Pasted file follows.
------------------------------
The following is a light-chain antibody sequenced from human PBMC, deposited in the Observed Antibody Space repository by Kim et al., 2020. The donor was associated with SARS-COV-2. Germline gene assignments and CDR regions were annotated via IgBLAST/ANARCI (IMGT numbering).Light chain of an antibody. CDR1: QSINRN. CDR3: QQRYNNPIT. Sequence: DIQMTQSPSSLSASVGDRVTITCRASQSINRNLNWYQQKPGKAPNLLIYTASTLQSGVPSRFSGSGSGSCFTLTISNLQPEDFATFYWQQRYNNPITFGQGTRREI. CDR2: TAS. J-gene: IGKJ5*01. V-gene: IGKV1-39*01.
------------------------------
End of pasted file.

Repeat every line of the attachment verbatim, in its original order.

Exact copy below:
The following is a light-chain antibody sequenced from human PBMC, deposited in the Observed Antibody Space repository by Kim et al., 2020. The donor was associated with SARS-COV-2. Germline gene assignments and CDR regions were annotated via IgBLAST/ANARCI (IMGT numbering).Light chain of an antibody. CDR1: QSINRN. CDR3: QQRYNNPIT. Sequence: DIQMTQSPSSLSASVGDRVTITCRASQSINRNLNWYQQKPGKAPNLLIYTASTLQSGVPSRFSGSGSGSCFTLTISNLQPEDFATFYWQQRYNNPITFGQGTRREI. CDR2: TAS. J-gene: IGKJ5*01. V-gene: IGKV1-39*01.